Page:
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Researchers have been hot on the trail of the elusive Denisovans, a type of ancient human known only by their DNA and...
Thousands of scientists in the Russian Academy of Sciences (RAS) are about to lose their jobs as a result of the...
Dyslexia, a learning disability that hinders reading, hasn't been associated with deficits in vision, hearing, or...
Exotic, elusive, and dangerous, snakes have fascinated humankind for millennia. They can be hard to find, yet their...
Researchers have sequenced and analyzed the first two snake genomes, which represent two evolutionary extremes. The...
Snake venoms are remarkably complex mixtures that can stun or kill prey within minutes. But more and more researchers...
At age 30, Dutch biologist Freek Vonk has built up a respectable career as a snake scientist. But in his home country,...
Since arriving on the island of Guam in the 1940s, the brown tree snake ( Boiga irregularis ) has extirpated native...
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Aspirin Kills More Than Pain for Male Rats
24 May 2004 (All day)
A new study finds that male rat fetuses exposed to aspirin have a less masculinized brain and a reduced sex drive as adults. The results reveal a surprise twist in how testosterone makes males out of fetal rats.
Early in development, the mammalian brain is neither male nor female. When a male fetus begins making testosterone, its brain responds by, among other things, tripling the number of neurons in the region called the preoptic area (POA). In adulthood, this part of the brain revs up when a male runs into a ready and willing female.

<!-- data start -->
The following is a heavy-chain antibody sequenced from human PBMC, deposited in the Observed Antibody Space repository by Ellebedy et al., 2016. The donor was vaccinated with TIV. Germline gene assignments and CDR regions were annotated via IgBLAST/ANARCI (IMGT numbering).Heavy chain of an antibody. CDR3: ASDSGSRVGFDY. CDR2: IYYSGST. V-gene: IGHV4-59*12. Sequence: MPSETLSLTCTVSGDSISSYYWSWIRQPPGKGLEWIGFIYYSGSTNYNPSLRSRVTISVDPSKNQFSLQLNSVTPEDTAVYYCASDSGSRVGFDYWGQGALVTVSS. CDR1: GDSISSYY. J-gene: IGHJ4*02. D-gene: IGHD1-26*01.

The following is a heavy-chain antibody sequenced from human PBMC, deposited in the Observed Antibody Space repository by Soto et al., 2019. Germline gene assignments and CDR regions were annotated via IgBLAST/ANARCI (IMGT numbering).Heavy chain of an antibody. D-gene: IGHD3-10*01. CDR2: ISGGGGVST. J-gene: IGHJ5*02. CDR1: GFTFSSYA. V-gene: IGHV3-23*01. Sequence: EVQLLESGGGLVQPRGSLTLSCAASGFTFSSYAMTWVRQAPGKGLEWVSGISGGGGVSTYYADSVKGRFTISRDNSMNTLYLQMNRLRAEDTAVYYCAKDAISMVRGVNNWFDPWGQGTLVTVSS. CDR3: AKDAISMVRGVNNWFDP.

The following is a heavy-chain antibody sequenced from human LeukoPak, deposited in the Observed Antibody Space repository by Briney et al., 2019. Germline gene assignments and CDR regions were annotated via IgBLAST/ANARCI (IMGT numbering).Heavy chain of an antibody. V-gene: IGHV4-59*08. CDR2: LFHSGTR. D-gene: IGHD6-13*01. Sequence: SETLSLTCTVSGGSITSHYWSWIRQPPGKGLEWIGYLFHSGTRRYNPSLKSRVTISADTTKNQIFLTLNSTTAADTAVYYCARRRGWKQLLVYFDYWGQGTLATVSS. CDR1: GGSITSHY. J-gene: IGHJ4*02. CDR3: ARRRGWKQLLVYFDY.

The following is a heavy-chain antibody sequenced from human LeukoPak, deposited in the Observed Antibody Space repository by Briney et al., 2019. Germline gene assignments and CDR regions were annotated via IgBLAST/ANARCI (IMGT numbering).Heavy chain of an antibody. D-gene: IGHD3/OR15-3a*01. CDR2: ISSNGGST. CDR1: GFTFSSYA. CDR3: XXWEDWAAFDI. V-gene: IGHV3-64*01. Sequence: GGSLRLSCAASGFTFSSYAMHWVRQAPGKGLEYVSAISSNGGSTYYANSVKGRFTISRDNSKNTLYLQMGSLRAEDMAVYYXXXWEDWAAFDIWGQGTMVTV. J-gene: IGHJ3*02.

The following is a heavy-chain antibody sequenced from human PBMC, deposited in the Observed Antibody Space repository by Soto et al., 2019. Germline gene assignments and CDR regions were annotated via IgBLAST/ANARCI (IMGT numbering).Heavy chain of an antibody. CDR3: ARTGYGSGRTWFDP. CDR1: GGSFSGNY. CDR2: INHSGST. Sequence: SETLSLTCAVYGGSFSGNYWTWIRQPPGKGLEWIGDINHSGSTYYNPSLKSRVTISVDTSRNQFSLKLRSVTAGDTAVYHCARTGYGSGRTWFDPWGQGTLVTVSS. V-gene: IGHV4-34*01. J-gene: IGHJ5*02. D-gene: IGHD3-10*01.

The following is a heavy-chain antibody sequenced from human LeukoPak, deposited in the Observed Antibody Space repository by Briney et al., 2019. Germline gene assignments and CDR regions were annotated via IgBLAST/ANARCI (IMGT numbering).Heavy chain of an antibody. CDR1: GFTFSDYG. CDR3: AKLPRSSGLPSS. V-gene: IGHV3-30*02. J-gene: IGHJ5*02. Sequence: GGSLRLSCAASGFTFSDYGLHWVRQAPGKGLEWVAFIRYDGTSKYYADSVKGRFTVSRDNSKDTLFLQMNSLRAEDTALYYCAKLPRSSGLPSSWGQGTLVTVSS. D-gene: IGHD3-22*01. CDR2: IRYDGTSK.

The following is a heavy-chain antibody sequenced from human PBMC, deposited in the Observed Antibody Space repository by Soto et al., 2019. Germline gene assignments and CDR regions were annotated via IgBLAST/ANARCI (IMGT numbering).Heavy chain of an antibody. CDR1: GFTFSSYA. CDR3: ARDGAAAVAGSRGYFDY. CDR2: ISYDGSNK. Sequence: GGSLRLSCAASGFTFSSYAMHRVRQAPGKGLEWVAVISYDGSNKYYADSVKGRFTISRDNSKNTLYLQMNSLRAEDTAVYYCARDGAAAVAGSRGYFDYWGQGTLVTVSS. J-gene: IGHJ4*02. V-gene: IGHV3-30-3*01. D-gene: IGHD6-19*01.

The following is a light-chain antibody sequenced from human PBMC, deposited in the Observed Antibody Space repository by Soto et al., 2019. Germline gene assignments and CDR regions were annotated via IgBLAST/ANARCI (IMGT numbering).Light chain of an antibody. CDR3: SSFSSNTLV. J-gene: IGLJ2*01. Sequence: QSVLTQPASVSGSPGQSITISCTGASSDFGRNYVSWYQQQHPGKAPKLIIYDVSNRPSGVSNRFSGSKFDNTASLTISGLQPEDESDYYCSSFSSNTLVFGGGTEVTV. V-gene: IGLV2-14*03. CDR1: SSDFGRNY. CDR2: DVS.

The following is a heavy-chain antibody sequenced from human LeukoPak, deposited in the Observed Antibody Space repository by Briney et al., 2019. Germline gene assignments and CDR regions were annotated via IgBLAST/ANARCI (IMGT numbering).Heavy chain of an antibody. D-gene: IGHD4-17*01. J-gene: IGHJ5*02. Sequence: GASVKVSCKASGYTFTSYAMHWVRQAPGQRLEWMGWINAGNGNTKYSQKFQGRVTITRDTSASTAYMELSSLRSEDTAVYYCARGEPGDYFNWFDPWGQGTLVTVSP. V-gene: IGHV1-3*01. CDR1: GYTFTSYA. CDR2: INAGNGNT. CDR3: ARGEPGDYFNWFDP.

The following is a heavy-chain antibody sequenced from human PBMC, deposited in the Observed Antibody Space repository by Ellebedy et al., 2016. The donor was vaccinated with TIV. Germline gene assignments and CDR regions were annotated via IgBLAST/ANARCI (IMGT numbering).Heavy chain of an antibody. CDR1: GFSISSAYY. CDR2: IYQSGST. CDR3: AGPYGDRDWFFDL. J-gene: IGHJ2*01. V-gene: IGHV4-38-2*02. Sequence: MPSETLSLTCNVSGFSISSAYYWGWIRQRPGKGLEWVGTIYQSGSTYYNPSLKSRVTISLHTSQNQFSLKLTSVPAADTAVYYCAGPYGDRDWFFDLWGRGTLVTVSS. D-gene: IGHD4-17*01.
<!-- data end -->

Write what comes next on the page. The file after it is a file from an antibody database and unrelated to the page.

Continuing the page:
For decades, scientists have been trying to determine exactly how testosterone causes such masculinizing changes in the brain. Most researchers have focused on sex hormones, but a study that suggested prostaglandins--molecules better known for their role in inflammation--might be involved in setting up differences between the sexes during puberty caught the attention of behavioral neuroscientist Margaret McCarthy and her graduate student Stuart Amateau, both at the University of Maryland in Baltimore. They wondered whether the compounds might also play a role in fetal development.Amateau gave newborn male rats either a prostaglandin called E2 or a prostaglandin inhibitor. When the rats reached sexual maturity at 55 days old, the researchers tested their interest in copulation. Male rats who received the inhibitor took 20 times longer than nontreated males or those who had been treated with E2 to get around to mating with a receptive female. Once they did, they mounted about seven times less frequently, they report online 24 May in Nature Neuroscience. This suggested that E2 was key to masculinization of the brain. The inhibited rats grew significantly fewer POA neurons as well.In a second set of experiments, Amateau gave baby aspirin--which inhibits prostaglandins generally--to pregnant rats in their drinking water, for a week before and a week after they gave birth, while they were nursing. Sons of these mothers took about twice as long as normal to respond to receptive females as did untreated males. McCarthy says it's too early to say what effect aspirin might have on human males, but other researchers are looking into it."The results help [scientists] zero in on the molecular consequences of steroids in the brain," says neuroscientist Marc Breedlove of Michigan State University, East Lansing. Those consequences, he adds, have a surprise player. "We're used to thinking of prostaglandins as involved in inflammation. It's a surprise to think of them as messengers in the brain."Related site